The answer to the question, “Do I need an SSL certificate?” is no longer a question— it’s a requirement.

TLS, SSL, And The War On Cyber Crime

You may have heard about TLS; fear not, this isn’t something you should be too concerned about. SSL was effectively replaced by TLS, so issued certificates should be using TLS at this point. However, they’re just different protocols, and protocols aren’t the same as certificates. Security certificates are still commonly referred to as SSL certificates by virtue of familiarity. Mobile phones work absolutely nothing like Alexander Graham Bell’s original invention, but we still call them “phones” because they fulfill the same basic role in our society. TLS replaced SSL, but we still call the certificates “SSL certificates”. New technology will replace TLS, so just keep an eye on it.

Cybersecurity is an arms race. The malicious computer nerds in their dark stuffy bedrooms with bedhead and smelly slippers (we’re just speculating here—well, maybe not…) will find a way around your current security, so the world’s superheroes will need to continue to develop and implement new layers of security before that happens. This is the nature of cybersecurity, but its eternal inevitability doesn’t excuse you from participation, lest a hacker absconds with your credit card information. Getting this certificate will make you far more resistant to bad guys, but not immune.

How To Get SSL Certificates

Though Google enforces this standard, it’s not a unique concern to them and they aren’t even the ones who issue the certificates themselves. The vendor most people turn to is their web host who usually sells them or has a third-party resource to direct you too. Prices for basic certs vary anywhere from about $75-$150 annually and sometimes they are included free as your part of your hosting service. But there are higher levels of SSL certificates (EV Certificates) that’ll run you thousands per year. The latter are usually used by bigger companies, but if you can afford one, get one. (Quick note: If you’re on Shopify Plus, Shopify’s high-volume/enterprise offering, they include an EV certificate with your service—pretty sweet right?)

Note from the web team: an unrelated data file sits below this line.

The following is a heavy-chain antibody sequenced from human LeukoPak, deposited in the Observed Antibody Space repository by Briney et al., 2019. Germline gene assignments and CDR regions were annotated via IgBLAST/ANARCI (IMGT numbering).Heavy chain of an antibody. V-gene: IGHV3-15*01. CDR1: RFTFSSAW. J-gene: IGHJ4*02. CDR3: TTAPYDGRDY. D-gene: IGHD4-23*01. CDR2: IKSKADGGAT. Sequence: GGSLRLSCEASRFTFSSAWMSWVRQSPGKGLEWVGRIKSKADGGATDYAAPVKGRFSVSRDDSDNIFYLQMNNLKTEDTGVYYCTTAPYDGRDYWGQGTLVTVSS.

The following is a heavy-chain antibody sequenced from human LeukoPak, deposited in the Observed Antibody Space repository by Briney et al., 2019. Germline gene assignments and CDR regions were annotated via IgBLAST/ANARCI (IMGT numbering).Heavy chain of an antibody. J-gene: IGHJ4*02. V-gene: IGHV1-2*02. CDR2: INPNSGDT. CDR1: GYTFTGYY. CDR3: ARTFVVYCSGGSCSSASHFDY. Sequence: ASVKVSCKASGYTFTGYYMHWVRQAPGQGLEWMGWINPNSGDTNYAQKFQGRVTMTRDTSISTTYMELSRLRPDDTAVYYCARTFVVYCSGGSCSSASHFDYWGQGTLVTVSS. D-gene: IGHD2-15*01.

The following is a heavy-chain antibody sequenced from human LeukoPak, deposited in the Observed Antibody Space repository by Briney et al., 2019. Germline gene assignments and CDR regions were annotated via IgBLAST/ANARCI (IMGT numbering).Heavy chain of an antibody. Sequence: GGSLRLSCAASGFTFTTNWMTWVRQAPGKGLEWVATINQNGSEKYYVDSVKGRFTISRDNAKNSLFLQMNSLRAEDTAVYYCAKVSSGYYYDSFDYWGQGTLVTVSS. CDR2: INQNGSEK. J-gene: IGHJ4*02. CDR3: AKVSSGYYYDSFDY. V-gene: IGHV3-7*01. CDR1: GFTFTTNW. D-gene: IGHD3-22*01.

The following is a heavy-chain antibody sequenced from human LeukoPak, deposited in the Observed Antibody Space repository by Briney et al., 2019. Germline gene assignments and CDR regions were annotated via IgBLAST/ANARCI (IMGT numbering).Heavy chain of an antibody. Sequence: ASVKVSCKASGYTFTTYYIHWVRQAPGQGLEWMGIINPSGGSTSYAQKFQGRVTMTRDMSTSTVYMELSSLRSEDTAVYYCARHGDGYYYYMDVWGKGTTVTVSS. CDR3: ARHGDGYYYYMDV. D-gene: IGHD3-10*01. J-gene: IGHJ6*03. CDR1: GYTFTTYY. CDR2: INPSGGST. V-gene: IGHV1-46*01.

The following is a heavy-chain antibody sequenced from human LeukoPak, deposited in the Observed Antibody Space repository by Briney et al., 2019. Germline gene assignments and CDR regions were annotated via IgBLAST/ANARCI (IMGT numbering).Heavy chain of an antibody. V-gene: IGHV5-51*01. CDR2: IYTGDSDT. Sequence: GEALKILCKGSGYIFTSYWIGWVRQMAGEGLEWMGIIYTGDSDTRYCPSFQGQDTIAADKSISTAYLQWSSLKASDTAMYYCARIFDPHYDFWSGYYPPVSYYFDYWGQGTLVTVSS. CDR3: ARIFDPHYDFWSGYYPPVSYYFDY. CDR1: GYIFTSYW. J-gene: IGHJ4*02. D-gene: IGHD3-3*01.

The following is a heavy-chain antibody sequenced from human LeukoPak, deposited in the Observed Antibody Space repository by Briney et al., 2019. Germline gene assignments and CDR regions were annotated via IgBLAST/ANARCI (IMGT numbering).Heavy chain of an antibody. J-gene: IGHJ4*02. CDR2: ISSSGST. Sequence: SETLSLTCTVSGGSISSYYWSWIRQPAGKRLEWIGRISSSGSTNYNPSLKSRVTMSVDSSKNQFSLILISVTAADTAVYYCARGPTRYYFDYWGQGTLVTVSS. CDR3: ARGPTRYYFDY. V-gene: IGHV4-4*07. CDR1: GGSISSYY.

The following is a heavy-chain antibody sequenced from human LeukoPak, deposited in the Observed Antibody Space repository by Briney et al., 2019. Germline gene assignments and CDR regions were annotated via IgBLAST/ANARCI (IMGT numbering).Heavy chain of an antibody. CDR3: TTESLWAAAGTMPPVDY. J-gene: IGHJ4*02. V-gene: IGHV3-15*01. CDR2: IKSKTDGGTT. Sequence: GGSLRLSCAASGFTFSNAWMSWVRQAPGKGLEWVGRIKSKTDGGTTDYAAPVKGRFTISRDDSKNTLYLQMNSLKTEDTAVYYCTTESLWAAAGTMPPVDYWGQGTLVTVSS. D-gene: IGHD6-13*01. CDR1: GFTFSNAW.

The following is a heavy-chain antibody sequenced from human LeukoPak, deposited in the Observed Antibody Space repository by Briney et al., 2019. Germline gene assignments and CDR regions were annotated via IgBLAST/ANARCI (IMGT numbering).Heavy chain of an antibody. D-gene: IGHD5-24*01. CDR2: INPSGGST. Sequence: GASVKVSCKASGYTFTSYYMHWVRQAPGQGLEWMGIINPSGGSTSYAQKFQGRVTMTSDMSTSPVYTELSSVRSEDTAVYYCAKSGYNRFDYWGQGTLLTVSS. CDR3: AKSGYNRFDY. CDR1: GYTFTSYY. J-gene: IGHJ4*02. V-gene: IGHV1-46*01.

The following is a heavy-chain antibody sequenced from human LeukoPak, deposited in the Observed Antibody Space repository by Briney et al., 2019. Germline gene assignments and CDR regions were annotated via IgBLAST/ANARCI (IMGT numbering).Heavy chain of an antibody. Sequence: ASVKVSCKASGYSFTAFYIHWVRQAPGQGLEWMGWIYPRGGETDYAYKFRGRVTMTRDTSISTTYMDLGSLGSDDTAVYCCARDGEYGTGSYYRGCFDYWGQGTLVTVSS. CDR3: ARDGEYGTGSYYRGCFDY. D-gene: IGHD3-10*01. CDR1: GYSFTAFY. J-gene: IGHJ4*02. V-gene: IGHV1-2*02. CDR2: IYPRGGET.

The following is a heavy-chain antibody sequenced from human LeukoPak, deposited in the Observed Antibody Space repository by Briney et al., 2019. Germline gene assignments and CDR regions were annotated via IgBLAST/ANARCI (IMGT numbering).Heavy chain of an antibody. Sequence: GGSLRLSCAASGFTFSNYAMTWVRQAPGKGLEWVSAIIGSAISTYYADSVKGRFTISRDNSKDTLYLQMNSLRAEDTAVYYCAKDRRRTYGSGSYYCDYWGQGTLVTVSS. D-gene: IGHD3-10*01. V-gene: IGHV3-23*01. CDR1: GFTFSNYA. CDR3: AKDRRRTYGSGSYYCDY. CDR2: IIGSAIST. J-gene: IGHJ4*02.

Our clients usually have us take care of this for them because it’s a semi-painful process that requires some know-how. However, if you want to try to work with your host to get this going, more power to you! (But be prepared to pay with some additional grey hairs).

Further Reading

As always, we encourage you to educate yourself. Here are a few links to get you going:

If you’re really tech-savvy, you might take a crack at building and installing a certificate for yourself. Google is a platinum sponsor of Let’s Encrypt, along with several other high profile names like Mozilla and Cisco, and endorses Let’s Encrypt on their security blog.

Disclaimer: “tech-savvy” does not mean being able to check your email without help. Lookin’ at you, mom.

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At Sleepless, we write articles that are timely, meaningful and act as resources for ourselves, our clients and the internet at large. If we link to a service with an affiliate program, we use an affiliate link. Our opinions and recommendations are precisely that: ours. But hey, if we get a few extra cents here and there for a link to their site, we'll take it!